You're still concentrating on consumer level drives. The stec drives
emc is using for instance, exhibit none of the behaviors you describe.
While I agree from a cost perspective, fusionIO's product is more
attractice, you blanket statements on flash are inaccurate.
On 5/27/08, Bob Friesenhahn <bfriesen@xxxxxxxxxxxxxxxxxxx> wrote:
> On Mon, 26 May 2008, Mertol Ozyoney wrote:
>> It's true that NAND based falsh's wear out under heavy load. Regular
>> consumer grade nand drives will wear out the extra cells pretty rapidly.
>> a year or so) However enterprise grade SSD disks are fine tuned to with
>> stand continous writes for more than 10 years
> It is incorrect to classify wear in terms of years without also
> specifying update behavior. NAND FLASH sectors can withstand 100,000
> to (sometimes) 1,000,000 write-erase-cycles. In normal filesystem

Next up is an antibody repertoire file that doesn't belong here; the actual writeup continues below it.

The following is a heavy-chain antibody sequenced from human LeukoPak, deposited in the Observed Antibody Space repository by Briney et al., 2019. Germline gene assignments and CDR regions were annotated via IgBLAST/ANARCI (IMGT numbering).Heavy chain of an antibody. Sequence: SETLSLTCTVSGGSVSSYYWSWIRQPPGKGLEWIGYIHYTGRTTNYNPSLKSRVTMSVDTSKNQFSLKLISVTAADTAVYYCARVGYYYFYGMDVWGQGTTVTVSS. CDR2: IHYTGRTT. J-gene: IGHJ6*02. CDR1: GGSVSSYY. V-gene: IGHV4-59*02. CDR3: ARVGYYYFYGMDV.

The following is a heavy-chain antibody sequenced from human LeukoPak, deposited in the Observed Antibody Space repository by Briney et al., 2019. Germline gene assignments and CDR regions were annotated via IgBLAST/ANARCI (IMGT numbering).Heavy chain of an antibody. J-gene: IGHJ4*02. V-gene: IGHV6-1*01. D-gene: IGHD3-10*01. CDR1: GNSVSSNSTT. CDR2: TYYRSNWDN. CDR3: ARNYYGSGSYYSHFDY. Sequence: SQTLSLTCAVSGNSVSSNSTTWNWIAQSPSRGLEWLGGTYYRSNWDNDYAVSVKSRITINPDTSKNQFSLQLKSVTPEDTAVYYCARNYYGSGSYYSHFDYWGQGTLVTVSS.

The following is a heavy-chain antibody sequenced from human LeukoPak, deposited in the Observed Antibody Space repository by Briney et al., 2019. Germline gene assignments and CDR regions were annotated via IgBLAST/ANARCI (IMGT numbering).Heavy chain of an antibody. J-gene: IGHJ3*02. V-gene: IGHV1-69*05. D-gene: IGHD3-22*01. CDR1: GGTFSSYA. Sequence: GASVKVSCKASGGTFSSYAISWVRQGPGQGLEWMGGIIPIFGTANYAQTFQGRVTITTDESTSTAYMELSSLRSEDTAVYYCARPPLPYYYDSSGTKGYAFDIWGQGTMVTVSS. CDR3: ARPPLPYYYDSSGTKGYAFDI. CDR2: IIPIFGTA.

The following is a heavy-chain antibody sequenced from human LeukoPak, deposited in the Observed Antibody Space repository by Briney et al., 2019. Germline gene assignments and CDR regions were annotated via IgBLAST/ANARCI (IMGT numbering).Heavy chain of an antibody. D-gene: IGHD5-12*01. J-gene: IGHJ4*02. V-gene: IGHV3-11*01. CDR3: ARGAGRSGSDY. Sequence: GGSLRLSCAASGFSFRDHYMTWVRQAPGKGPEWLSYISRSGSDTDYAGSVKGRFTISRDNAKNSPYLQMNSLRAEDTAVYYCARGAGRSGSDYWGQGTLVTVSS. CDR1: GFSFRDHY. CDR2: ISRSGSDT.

> use, there are far more reads than writes and the size of the storage
> device is much larger than the the data re-written. Even in server
> use, only a small fraction of the data is updated. A device used to
> cache writes will be written to as often as it is read from (or
> perhaps more often). If the cache device storage is fully occupied,
> then wear leveling algorithms based on statistics do not have much
> opportunity to work.
> If the underlying device sectors are good for 100,000
> write-erase-cycles and the entire device is re-written once per
> second, then the device is not going to last very long (27 hours).
> Of course the write performance for these devices is quite poor
> (8-120MB/second) and the write performace seems to be proportional to
> the total storage size so it is quite unlikely that you could re-write
> a suitably performant device once per second. The performance of
> FLASH SSDs does not seem very appropriate for use as a write cache
> There is a useful guide to these devices at
> SRAM-based cache devices which plug into a PCI-X or PCI-Express slot
> seem far more appropriate for use as a write cache than a slow SATA
> device. At least 5X or 10X the performance is available by this
> Bob Friesenhahn
> bfriesen@xxxxxxxxxxxxxxxxxxx, http://www.simplesystems.org/users/bfriesen/
> GraphicsMagick Maintainer, http://www.GraphicsMagick.org/
> zfs-discuss mailing list
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